Bunker Museology

Reincarnating a Scottish Cold War Monument as the Gairloch Museum


  • Jim Gledhill Independent scholar




bunkers, Cold War, community museums, monuments, Scotland, (un)official heritage


After the Cold War ended in 1991, many former nuclear bunkers were discarded by the British state and left as field monuments. This article examines the two-stage evolution of bunker museology in Scotland, wherein these archaeological remains have been converted into museums, initially by private collector-enthusiasts and latterly by community groups. My case study of the Gairloch Museum in the Wester Ross documents the reincarnation of a Cold War monument as a community museum, illustrating the positive potential of transforming unofficial into official heritage with the participation of local people. The Gairloch Museum is considered alongside two other local bunker restoration projects in Edinburgh and Dundee, advocating the need for public bodies to give greater priority to the preservation of Cold War heritage in Scotland and the United Kingdom as a whole.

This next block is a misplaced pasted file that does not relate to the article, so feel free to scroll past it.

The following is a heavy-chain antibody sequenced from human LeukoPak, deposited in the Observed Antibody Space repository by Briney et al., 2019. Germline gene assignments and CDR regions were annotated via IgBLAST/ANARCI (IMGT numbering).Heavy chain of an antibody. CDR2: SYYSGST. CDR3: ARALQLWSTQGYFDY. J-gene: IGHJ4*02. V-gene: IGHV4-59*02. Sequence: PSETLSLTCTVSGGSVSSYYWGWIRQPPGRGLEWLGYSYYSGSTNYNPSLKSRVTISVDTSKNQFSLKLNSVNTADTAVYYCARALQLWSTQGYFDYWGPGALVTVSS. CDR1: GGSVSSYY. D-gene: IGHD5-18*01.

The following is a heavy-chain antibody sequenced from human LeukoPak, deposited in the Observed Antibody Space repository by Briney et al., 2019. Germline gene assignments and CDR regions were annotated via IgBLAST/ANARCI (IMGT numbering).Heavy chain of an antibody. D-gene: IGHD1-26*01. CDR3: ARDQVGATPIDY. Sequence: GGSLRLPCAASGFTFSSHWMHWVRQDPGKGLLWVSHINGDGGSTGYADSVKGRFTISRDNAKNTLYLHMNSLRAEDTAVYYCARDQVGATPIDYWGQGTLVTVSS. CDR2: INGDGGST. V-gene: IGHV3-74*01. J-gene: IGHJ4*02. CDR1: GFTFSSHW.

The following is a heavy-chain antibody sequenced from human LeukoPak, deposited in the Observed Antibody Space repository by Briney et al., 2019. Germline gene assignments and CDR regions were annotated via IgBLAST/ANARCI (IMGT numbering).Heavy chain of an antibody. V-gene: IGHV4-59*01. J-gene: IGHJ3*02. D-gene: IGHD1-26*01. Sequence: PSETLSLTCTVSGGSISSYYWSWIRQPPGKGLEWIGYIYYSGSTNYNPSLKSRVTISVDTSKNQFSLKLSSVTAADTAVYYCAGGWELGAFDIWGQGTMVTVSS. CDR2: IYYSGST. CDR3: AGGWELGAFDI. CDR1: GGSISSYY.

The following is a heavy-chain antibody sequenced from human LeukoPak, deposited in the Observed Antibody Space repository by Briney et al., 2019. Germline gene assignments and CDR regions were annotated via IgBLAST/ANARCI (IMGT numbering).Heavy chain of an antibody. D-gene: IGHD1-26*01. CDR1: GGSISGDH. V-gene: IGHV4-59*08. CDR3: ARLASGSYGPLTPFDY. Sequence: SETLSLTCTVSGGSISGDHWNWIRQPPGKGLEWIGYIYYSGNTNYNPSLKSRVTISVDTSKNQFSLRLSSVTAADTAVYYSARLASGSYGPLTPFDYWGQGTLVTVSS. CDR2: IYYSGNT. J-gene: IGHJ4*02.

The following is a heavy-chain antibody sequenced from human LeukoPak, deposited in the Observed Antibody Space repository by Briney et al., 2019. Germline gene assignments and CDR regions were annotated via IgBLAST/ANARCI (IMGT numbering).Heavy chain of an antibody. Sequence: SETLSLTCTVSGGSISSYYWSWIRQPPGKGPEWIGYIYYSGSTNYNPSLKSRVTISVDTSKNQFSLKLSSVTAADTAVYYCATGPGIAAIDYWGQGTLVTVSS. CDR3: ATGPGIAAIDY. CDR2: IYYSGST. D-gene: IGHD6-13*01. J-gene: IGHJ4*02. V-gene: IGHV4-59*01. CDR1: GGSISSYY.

Author Biography

  • Jim Gledhill, Independent scholar

    Jim Gledhill PhD FSAScot is an independent scholar specialising in British and German contemporary history. He was previously curator of social history at the Museum of London and York Castle Museum, and curator of the Royal Scots Dragoon Guards Museum at Edinburgh Castle. He held the posts of Research Fellow at National Museums Scotland and Honorary Research Fellow at the University of Stirling working on the Materialising the Cold War project between 2021 and 2023.


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Research Article

How to Cite

Gledhill, J. (2024). Bunker Museology: Reincarnating a Scottish Cold War Monument as the Gairloch Museum. Journal of Contemporary Archaeology, 10(2), 171-191. https://doi.org/10.1558/jca.23925